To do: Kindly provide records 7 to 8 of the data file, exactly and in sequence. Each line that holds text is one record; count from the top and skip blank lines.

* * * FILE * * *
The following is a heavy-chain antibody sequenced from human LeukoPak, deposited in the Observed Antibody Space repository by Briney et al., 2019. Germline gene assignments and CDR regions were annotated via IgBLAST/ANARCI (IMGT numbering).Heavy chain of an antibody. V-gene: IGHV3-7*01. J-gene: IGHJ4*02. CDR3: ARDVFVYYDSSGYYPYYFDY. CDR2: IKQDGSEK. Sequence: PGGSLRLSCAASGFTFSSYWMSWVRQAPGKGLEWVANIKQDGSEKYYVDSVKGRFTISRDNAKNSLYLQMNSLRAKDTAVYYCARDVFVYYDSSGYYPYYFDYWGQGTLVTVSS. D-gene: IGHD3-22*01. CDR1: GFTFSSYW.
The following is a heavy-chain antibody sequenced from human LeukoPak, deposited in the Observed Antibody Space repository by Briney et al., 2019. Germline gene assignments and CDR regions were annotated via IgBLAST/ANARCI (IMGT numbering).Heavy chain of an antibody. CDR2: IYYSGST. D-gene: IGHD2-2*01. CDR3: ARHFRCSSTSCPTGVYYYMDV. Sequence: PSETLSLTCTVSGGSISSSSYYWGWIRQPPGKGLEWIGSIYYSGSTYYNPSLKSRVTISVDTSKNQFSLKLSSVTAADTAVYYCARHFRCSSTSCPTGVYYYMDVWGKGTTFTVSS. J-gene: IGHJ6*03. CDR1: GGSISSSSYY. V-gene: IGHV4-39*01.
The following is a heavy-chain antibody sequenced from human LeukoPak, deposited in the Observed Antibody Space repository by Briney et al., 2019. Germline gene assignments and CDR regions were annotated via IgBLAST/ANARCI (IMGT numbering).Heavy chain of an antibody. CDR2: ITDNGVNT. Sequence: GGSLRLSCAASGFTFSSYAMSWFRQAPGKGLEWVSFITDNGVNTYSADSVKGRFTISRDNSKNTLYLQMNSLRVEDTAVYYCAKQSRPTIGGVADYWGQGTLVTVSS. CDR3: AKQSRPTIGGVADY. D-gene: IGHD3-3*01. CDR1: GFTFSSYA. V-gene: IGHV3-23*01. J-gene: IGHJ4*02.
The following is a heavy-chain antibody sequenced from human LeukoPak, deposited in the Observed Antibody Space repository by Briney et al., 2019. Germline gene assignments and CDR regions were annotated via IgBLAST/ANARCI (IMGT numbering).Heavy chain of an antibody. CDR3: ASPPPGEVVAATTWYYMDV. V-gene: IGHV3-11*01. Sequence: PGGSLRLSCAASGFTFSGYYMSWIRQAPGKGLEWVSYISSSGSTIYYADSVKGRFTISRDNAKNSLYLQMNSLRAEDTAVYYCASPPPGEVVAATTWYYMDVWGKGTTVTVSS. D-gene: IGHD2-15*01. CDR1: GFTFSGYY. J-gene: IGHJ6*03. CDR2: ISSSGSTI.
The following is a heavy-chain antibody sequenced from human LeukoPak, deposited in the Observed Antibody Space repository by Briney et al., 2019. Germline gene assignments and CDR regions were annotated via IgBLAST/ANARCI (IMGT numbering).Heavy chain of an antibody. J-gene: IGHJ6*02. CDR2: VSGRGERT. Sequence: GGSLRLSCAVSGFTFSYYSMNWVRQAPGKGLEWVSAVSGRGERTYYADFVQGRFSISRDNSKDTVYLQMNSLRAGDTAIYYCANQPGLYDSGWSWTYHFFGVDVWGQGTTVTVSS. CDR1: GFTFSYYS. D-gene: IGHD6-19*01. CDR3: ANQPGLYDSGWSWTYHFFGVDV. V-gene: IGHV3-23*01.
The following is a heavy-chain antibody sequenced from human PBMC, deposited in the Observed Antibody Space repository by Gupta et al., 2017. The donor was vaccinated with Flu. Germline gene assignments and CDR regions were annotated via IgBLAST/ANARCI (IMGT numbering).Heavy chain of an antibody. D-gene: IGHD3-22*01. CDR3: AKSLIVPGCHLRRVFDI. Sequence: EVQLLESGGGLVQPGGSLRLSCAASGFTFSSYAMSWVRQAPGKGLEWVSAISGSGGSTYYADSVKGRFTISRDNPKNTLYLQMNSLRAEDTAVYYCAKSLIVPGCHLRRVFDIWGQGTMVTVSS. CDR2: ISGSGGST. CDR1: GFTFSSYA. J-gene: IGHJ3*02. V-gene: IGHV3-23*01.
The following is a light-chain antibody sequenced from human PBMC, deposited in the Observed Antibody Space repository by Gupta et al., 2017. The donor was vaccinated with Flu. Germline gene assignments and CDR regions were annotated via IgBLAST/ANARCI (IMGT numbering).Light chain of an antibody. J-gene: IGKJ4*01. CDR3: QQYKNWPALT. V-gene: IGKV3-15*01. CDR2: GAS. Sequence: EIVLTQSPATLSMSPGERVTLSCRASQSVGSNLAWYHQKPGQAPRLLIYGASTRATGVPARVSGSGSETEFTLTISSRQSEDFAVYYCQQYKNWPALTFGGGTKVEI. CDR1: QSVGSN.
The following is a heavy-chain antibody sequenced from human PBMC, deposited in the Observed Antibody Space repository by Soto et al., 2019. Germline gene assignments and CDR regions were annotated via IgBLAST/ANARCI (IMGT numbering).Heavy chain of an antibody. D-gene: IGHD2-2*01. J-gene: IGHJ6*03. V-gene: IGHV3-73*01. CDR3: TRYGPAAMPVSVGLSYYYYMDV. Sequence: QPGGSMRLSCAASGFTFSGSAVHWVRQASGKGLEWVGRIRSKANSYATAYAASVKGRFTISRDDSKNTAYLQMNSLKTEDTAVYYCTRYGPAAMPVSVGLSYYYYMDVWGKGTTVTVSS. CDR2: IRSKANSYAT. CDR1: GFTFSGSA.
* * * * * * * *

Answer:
The following is a light-chain antibody sequenced from human PBMC, deposited in the Observed Antibody Space repository by Gupta et al., 2017. The donor was vaccinated with Flu. Germline gene assignments and CDR regions were annotated via IgBLAST/ANARCI (IMGT numbering).Light chain of an antibody. J-gene: IGKJ4*01. CDR3: QQYKNWPALT. V-gene: IGKV3-15*01. CDR2: GAS. Sequence: EIVLTQSPATLSMSPGERVTLSCRASQSVGSNLAWYHQKPGQAPRLLIYGASTRATGVPARVSGSGSETEFTLTISSRQSEDFAVYYCQQYKNWPALTFGGGTKVEI. CDR1: QSVGSN.
The following is a heavy-chain antibody sequenced from human PBMC, deposited in the Observed Antibody Space repository by Soto et al., 2019. Germline gene assignments and CDR regions were annotated via IgBLAST/ANARCI (IMGT numbering).Heavy chain of an antibody. D-gene: IGHD2-2*01. J-gene: IGHJ6*03. V-gene: IGHV3-73*01. CDR3: TRYGPAAMPVSVGLSYYYYMDV. Sequence: QPGGSMRLSCAASGFTFSGSAVHWVRQASGKGLEWVGRIRSKANSYATAYAASVKGRFTISRDDSKNTAYLQMNSLKTEDTAVYYCTRYGPAAMPVSVGLSYYYYMDVWGKGTTVTVSS. CDR2: IRSKANSYAT. CDR1: GFTFSGSA.